Deakin University academic on palm oil in West Papua

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DR EBEN KIRKSEY from Deakin University was keynote speaker at a conference in West Papua’s FRWP office in Docklands on 8 April 2018. The American scholar’s interest in the Indonesian colony was launched brutally in 1998, when as an exchange student at Cendrawasih University investigating the subsistence qualities of indigenous communities, he witnessed two Melanesian students being shot by the Indonesian military.  Days later in Biak Island he witnessed the massacre of two-hundred West Papuans assembled around a 35m water-tower singing and praying for independence and self-determination.

Eben’s interest in justice has yielded a substantial array of critical and informative articles and books.  In 2000 a Bachelor of Arts thesis Saya Makan Sembarang (I eat anything): the changing world of the Oge Mabe Mee; in 2000 (Note 1); in 2002 a Masters thesis From Cannibal to Terrorist: State Violence, Indigenous Resistance and Representation in West Papua (Note 2); in 2008 a critical analysis of the role of the Indonesian military in the murder of two Americans near the Freeport mine in 2002 with Indonesian investigative reporter Andreas Harsono entitled Criminal Collaborations: Antonius Wamang and the Indonesian military in Timika (Note 3).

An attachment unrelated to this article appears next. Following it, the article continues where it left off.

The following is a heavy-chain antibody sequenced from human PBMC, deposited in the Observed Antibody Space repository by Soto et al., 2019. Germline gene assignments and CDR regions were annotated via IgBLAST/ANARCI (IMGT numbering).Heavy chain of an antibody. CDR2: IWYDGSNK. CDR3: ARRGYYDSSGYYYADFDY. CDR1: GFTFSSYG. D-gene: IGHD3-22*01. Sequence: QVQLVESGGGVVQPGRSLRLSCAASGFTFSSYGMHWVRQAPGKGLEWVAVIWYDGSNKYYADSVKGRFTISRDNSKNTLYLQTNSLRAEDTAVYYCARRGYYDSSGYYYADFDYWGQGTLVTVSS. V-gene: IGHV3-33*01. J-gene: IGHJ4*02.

In 2010, Eben testified before the US House of Representatives Hearing in Washington Crimes Against Humanity: when will Indonesia’s Military be held accountable for deliberate and systematic abuses in West Papua? organised by Samoan Delegate Eni Faleomavaega (Note 4).  The hearing surprised and offended the Indonesian Government; and even more so when the West Papuan leaders flown to Washington were introduced to officials at the National Security Council, U.S. Department of Defense, and the U.S. Department of State.  At the time Eni Faleomavaega was Chair of the Foreign Affairs Committee, but throughout his long and successful career in US and Pacific politics he always promoted the issue of West Papua.  Some of his Samoan relatives were missionaries in West Papua and are buried there. “Their missionary service and sacrifice compels me to do what I can for the people they loved.”

In July 2013, Eben testified before the Biak Citizens Tribunal in Sydney, which was presided over by the Hon. John Dowd (former NSW Attorney-General; President, International Commission of Jurists-Australia) and Dr Keith Suter (Chair, ICJ NSW; Director, International Law Association-Australia).  Counsel Assisting the Tribunal were Gustav Kawer a West Papuan human rights lawyer; and Professor Nicholas Cowdery (former NSW Crown Prosecutor; President, International Association of Prosecutors).  The tribunal followed the format of a Coronial Inquest (a formal inquiry into a death), with Counsel Assisting performing as prosecution and other interested parties acting like defence attorneys critically evaluating evidence (Note 5).

In his 2012 Freedom in Entangled Worlds: West Papua and the Global Architecture of Power, Eben analysed how West Papuans generate practical and surprising freedom projects in the fissures of power created by Indonesian occupiers, global financial interests, and foreign governments (Note 6).  He extended the arguments in Lively Multispecies Communities, Deadly Racial Assemblages and the Promise of Justice; an imaginative study of meeting spaces between humans and other species in West Papua that utilises ethnographic, historical, ethological, and genetic methodologies to include the fate of the territory’s flora and fauna (Note 7).